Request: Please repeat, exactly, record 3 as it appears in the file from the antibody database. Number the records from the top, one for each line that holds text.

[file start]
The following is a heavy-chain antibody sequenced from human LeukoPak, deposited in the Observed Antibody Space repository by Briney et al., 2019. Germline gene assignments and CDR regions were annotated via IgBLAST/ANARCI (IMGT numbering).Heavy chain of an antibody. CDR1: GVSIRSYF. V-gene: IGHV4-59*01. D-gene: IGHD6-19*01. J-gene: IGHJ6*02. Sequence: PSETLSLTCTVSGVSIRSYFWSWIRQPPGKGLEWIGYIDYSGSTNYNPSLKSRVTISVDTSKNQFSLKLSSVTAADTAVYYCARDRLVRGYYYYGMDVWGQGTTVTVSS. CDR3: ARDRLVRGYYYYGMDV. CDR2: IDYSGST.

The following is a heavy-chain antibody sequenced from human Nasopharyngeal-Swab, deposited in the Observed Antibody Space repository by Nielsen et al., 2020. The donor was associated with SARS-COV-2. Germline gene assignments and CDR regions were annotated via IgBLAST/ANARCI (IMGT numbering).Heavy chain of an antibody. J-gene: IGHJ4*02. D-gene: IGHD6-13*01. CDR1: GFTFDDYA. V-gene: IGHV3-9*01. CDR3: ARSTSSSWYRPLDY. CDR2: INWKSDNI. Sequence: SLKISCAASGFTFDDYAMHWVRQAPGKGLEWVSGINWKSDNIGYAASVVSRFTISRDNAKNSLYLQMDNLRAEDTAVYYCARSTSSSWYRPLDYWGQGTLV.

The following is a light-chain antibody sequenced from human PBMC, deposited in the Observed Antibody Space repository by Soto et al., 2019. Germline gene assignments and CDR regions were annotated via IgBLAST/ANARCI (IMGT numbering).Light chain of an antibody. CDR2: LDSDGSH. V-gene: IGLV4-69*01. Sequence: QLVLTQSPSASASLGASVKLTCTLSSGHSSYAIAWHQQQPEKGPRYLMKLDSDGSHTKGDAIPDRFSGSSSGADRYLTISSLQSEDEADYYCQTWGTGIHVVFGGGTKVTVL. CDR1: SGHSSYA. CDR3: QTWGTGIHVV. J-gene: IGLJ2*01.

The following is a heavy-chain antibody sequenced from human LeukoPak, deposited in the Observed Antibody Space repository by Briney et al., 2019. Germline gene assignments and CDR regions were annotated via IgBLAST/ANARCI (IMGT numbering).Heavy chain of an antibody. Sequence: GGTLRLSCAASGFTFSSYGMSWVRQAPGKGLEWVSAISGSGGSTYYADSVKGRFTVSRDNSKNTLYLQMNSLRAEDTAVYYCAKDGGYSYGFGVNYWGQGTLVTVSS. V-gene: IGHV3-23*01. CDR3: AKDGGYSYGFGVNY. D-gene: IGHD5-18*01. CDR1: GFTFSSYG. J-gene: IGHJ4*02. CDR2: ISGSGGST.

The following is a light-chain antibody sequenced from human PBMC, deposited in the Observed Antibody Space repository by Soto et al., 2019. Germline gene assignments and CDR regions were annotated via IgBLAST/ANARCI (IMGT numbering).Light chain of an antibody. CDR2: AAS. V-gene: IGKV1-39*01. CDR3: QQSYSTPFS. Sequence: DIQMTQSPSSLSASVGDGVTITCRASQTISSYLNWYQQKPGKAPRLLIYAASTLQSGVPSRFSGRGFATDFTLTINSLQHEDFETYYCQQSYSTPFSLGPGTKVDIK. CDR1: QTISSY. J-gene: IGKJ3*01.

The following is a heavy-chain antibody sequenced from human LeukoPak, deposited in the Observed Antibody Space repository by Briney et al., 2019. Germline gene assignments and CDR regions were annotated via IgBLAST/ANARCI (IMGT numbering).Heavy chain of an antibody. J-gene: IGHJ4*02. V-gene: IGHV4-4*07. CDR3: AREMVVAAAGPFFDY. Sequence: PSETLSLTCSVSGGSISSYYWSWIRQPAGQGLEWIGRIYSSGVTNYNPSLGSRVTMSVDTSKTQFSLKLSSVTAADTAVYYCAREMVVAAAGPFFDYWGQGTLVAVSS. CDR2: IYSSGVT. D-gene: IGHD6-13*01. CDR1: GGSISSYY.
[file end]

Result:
The following is a light-chain antibody sequenced from human PBMC, deposited in the Observed Antibody Space repository by Soto et al., 2019. Germline gene assignments and CDR regions were annotated via IgBLAST/ANARCI (IMGT numbering).Light chain of an antibody. CDR2: LDSDGSH. V-gene: IGLV4-69*01. Sequence: QLVLTQSPSASASLGASVKLTCTLSSGHSSYAIAWHQQQPEKGPRYLMKLDSDGSHTKGDAIPDRFSGSSSGADRYLTISSLQSEDEADYYCQTWGTGIHVVFGGGTKVTVL. CDR1: SGHSSYA. CDR3: QTWGTGIHVV. J-gene: IGLJ2*01.